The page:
# Yaw Damper Design for a 747 Jet Aircraft

This example shows the design of a YAW DAMPER for a 747® aircraft using the classical control design features in Control System Toolbox™.

A simplified trim model of the aircraft during cruise flight

has four states:

beta (sideslip angle), phi (bank angle), yaw rate, roll rate

and two inputs: the rudder and aileron deflections.

All angles and angular velocities are in radians and radians/sec.

Given the matrices A,B,C,D of the trim model, use the SS command to create the state-space model in MATLAB®:

A=[-.0558 -.9968 .0802 .0415; .598 -.115 -.0318 0; -3.05 .388 -.4650 0; 0 0.0805 1 0]; B=[ .00729 0; -0.475 0.00775; 0.153 0.143; 0 0]; C=[0 1 0 0; 0 0 0 1]; D=[0 0; 0 0]; sys = ss(A,B,C,D);

and label the inputs, outputs, and states:

set(sys, 'inputname', {'rudder' 'aileron'},... 'outputname', {'yaw rate' 'bank angle'},... 'statename', {'beta' 'yaw' 'roll' 'phi'});

This model has a pair of lightly damped poles. They correspond to what is called the Dutch roll mode. To see these modes, type

axis(gca,'normal') pzp = pzplot(sys); pzp.FrequencyUnit = 'rad/s'; grid off

Right-click and select "Grid" to plot the damping and natural frequency values. You need to design a compensator that increases the damping of these two poles.

Start with some open loop analysis to determine possible control' strategies. The presence of lightly damped modes is confirmed by ' looking at the impulse response:'

impulseplot(sys)

To inspect the response over a smaller time frame of 20 seconds, you could also type

impulseplot(sys,20)

Look at the plot from aileron to bank angle phi. To show only this plot, right-click and choose "I/O Selector", then click on the (2,2) entry.

This plot shows the aircraft oscillating around a non-zero bank angle. Thus the aircraft turns in response to an aileron impulse. This behavior will be important later.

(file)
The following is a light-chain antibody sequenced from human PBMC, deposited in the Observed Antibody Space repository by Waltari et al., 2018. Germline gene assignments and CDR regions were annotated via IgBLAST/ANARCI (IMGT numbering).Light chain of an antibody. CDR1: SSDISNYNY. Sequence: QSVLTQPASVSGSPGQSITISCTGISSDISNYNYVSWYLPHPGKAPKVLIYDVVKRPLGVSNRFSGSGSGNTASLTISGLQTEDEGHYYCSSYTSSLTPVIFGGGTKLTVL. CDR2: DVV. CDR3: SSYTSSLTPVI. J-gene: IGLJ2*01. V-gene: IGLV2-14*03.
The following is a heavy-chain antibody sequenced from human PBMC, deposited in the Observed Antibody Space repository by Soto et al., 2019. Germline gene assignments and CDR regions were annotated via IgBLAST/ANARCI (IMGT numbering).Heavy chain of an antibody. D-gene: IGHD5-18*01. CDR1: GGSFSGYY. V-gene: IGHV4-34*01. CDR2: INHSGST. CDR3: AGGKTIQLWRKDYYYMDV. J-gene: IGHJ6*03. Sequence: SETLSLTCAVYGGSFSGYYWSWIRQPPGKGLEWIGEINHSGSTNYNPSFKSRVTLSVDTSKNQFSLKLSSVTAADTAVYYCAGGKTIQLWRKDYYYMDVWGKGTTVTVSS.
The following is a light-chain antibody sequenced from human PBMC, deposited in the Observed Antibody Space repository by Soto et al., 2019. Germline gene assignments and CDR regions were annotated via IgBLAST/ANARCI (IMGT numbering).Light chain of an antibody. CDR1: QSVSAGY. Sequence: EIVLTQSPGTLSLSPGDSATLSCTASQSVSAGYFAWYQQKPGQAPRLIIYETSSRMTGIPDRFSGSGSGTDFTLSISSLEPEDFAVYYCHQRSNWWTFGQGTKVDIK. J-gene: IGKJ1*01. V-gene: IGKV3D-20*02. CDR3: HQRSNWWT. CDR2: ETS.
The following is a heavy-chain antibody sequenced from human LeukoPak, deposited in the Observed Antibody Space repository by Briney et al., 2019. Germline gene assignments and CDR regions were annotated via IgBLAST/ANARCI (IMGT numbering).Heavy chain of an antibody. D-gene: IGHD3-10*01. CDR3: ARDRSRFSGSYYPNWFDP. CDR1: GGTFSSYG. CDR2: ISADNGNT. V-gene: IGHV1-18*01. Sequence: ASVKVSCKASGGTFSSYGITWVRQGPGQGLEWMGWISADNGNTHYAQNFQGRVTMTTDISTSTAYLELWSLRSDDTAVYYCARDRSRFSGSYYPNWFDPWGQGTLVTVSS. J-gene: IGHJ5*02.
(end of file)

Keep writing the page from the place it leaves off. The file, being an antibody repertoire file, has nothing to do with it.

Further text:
Typically yaw dampers are designed using yaw rate as the sensed output and rudder as the input. Inspect the frequency response for this I/O pair:

sys11 = sys('yaw','rudder'); % select I/O pair bp = bodeplot(sys11); bp.FrequencyUnit = 'rad/s'; bp.MagnitudeUnit = 'dB'; bp.PhaseUnit = 'deg';

This plot shows that the rudder has a lot of authority around the lightly damped Dutch roll mode (1 rad/s).

A reasonable design objective is to provide a damping ratio zeta > 0.35, with natural frequency Wn < 1.0 rad/s. The simplest compensator is a gain. Use the root locus technique to select an adequate feedback gain value:

```
rp = rlocusplot(sys11);
rp.FrequencyUnit = 'rad/s';
```

Oops, looks like we need positive feedback!

```
rp = rlocusplot(-sys11);
rp.FrequencyUnit = 'rad/s';
```

This looks better. Click on the blue curve and move the black square to track the gain and damping values. The best achievable closed-loop damping is about 0.45 for a gain of K=2.85.

Now close this SISO feedback loop and look at the impulse response

k = 2.85; cl11 = feedback(sys11,-k);

Note: feedback assumes negative feedback by default

impulseplot(sys11,'b--',cl11,'r') legend('open loop','closed loop','Location','SouthEast');

The response looks pretty good.

Now close the loop around the full MIMO model and see how the response from the aileron looks. The feedback loop involves input 1 and output 1 of the plant:

cloop = feedback(sys,-k,1,1); impulseplot(sys,'b--',cloop,'r',20) % MIMO impulse response

The yaw rate response is now well damped.

When moving the aileron, however, the system no longer continues to bank like a normal aircraft, as seen from

impulseplot(cloop('bank angle','aileron'),'r',18)

You have over-stabilized the spiral mode. The spiral mode is typically a very slow mode that allows the aircraft to bank and turn without constant aileron input. Pilots are used to this behavior and will not like a design that does not fly normally.

You need to make sure that the spiral mode doesn't move farther into the left-half plane when we close the loop. One way flight control designers have fixed this problem is by using a washout filter.

Washout Filter:

Using the SISO Design Tool (help sisotool), you can graphically tune the parameters k and a to find the best combination. In this example we choose a = 0.2 or a time constant of 5 seconds.

Form the washout filter for a=0.2 and k=1

H = zpk(0,-0.2,1);

connect the washout in series with your design model, and use the root locus to determine the filter gain k:

oloop = H * (-sys11); % open loop' rp = rlocusplot(oloop); rp.FrequencyUnit = 'rad/s'; sgrid

The best damping is now about zeta = 0.305 for k=2.34. Close the loop with the MIMO model and check the impulse response:

k = 2.34; wof = -k * H; % washout compensator cloop = feedback(sys,wof,1,1); impulseplot(sys,'b--',cloop,'r',20)

The washout filter has also restored the normal bank-and-turn behavior as seen by looking at the impulse response from aileron to bank angle.

impulseplot(sys(2,2),'b--',cloop(2,2),'r',20) legend('open loop','closed loop','Location','SouthEast');

Although it doesn't quite meet the requirements, this design substantially increases the damping while allowing the pilot to fly the aircraft normally.